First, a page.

(CN) – Global food supplies are at the mercy of pests that can spread crop diseases across multiple nations that often go unnoticed or are too difficult to contain in low-income countries, but researchers say they can stop the next epidemic with a coordinated network of agriculture experts, food scientists and academics.
The proposed network is outlined in a study published in the journal Science on Thursday.
A more robust biosecurity system could connect global trade partners to improve food security. The concept might sound complex, but the study describes it as simply monitoring stable crops and relaying information across the network.
According to researchers from the Colombia-based nonprofit International Center for Tropical Agriculture, Oklahoma State University and several other institutions more than 20% of the five staple crops that provide half the globe’s caloric intake are lost to pests each year.
In order to meet global food demand by 2050, production of crops will have to increase by 70%. This means collaboration will be essential in the coming years.
With the capricious nature of crop cycles due to climate change, and global trade ebbing and flowing on global leaders’ decisions, the researchers call for a Global Surveillance System that would prioritize six major food crops, as well as other important food and cash crops traded across borders.
Maize, potato, cassava, rice, beans and wheat would be closely watched by the system to avoid any catastrophic outbreaks that could threaten to destabilize a nation’s economy and the livelihoods of farmers.
In 2015, an outbreak of a disease found in cassava went unnoticed until the following year, and, by 2018, the disease traveled from Cambodia to Thailand and Vietnam. The disease is estimated to be present in 10% of all the farmland in the region, according to the study.
Mónica Carvajal from the International Center for Tropical Agriculture studied the emergence, spread and reaction to the cassava disease in Cambodia, along with a wheat blast outbreak in Bangladesh in 2016, and a bacterial outbreak that affected olive trees in Europe in 2013.
Carvajal said a surveillance system on a global scale would prompt a quicker overall response to the outbreak and spread of these crop diseases.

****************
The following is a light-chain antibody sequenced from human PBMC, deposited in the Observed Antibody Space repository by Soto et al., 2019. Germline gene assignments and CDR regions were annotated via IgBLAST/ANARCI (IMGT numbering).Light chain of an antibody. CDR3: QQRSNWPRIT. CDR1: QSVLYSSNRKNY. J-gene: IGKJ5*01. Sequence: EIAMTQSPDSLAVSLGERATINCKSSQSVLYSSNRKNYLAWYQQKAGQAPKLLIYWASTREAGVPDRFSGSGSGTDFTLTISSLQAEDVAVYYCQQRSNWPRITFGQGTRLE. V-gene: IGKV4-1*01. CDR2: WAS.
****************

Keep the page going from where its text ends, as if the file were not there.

“The question I asked was why does it take so long to respond to crop diseases in some cases?” said Carvajal, lead author of the study. “What is the limitation to responding faster from the outset?”
A Global Surveillance System would coordinate personnel at laboratories in agriculture inspection stations, along with customs and sanitary inspectors at borders and ports of entry, who sometimes only effectively screen between 2% to 6% of all crops.
The second line of defense outlined in the GSS network would be farmers, workers with national agricultural organizations, scientists at research centers and universities, and specialists within the farming industry.
“Our reflection on many disease outbreaks is that whether in high-income countries or low-income countries, the passive surveillance infrastructure has the most in-field monitoring eyes but the least coordination from local to global,” Carbajal said.
The model proposed by Carbajal and her team includes a biosecurity system that could communicate rapidly spreading disease diagnostics and spread that information through professional networks, but also over social media.
Laboratories would communicate with risk assessment experts who could relay information to a data specialist. The operational management network would then provide governance for an integrated response that could be communicated across the globe.
“Our team realized that there is a big issue with communication, even when we speak the same language and use the same technologies,” Carvajal said. “One of the most relevant components is the communications network.”